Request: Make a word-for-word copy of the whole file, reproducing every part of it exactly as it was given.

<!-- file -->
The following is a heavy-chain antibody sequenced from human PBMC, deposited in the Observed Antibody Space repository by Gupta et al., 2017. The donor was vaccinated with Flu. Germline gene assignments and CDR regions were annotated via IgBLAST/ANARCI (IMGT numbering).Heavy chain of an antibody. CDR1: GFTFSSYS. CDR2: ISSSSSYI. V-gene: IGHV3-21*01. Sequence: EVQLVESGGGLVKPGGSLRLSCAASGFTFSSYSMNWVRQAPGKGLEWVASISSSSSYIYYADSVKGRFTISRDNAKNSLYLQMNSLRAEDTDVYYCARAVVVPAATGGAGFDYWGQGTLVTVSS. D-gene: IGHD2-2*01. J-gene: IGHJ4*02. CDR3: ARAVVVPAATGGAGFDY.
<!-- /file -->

The following is a heavy-chain antibody sequenced from human PBMC, deposited in the Observed Antibody Space repository by Gupta et al., 2017. The donor was vaccinated with Flu. Germline gene assignments and CDR regions were annotated via IgBLAST/ANARCI (IMGT numbering).Heavy chain of an antibody. CDR1: GFTFSSYS. CDR2: ISSSSSYI. V-gene: IGHV3-21*01. Sequence: EVQLVESGGGLVKPGGSLRLSCAASGFTFSSYSMNWVRQAPGKGLEWVASISSSSSYIYYADSVKGRFTISRDNAKNSLYLQMNSLRAEDTDVYYCARAVVVPAATGGAGFDYWGQGTLVTVSS. D-gene: IGHD2-2*01. J-gene: IGHJ4*02. CDR3: ARAVVVPAATGGAGFDY.